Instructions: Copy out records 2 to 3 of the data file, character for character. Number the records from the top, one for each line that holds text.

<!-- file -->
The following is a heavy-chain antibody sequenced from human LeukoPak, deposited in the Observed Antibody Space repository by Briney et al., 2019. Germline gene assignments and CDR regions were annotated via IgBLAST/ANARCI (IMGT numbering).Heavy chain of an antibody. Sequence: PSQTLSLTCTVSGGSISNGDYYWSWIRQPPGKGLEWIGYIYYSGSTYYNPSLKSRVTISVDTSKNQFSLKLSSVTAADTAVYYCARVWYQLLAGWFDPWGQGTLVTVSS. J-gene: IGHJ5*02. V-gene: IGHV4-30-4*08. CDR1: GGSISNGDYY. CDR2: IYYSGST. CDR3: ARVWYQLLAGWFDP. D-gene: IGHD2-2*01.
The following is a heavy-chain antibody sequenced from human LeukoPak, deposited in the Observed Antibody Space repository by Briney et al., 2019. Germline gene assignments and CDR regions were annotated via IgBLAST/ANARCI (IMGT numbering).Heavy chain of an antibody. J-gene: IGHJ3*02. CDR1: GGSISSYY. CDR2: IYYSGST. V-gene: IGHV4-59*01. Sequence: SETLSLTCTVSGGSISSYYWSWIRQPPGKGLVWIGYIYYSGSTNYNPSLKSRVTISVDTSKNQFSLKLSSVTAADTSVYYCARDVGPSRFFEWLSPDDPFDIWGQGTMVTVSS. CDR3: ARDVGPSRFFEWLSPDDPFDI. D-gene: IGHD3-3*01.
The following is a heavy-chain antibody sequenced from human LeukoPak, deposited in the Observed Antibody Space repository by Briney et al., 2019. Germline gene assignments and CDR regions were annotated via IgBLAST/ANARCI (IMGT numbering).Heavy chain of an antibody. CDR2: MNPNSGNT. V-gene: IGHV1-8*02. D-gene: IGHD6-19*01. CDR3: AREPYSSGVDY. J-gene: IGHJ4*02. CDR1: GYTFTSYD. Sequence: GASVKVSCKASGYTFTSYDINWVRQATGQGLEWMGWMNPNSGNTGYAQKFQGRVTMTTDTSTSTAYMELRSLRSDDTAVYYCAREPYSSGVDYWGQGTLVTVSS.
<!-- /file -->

The following is a heavy-chain antibody sequenced from human LeukoPak, deposited in the Observed Antibody Space repository by Briney et al., 2019. Germline gene assignments and CDR regions were annotated via IgBLAST/ANARCI (IMGT numbering).Heavy chain of an antibody. J-gene: IGHJ3*02. CDR1: GGSISSYY. CDR2: IYYSGST. V-gene: IGHV4-59*01. Sequence: SETLSLTCTVSGGSISSYYWSWIRQPPGKGLVWIGYIYYSGSTNYNPSLKSRVTISVDTSKNQFSLKLSSVTAADTSVYYCARDVGPSRFFEWLSPDDPFDIWGQGTMVTVSS. CDR3: ARDVGPSRFFEWLSPDDPFDI. D-gene: IGHD3-3*01.
The following is a heavy-chain antibody sequenced from human LeukoPak, deposited in the Observed Antibody Space repository by Briney et al., 2019. Germline gene assignments and CDR regions were annotated via IgBLAST/ANARCI (IMGT numbering).Heavy chain of an antibody. CDR2: MNPNSGNT. V-gene: IGHV1-8*02. D-gene: IGHD6-19*01. CDR3: AREPYSSGVDY. J-gene: IGHJ4*02. CDR1: GYTFTSYD. Sequence: GASVKVSCKASGYTFTSYDINWVRQATGQGLEWMGWMNPNSGNTGYAQKFQGRVTMTTDTSTSTAYMELRSLRSDDTAVYYCAREPYSSGVDYWGQGTLVTVSS.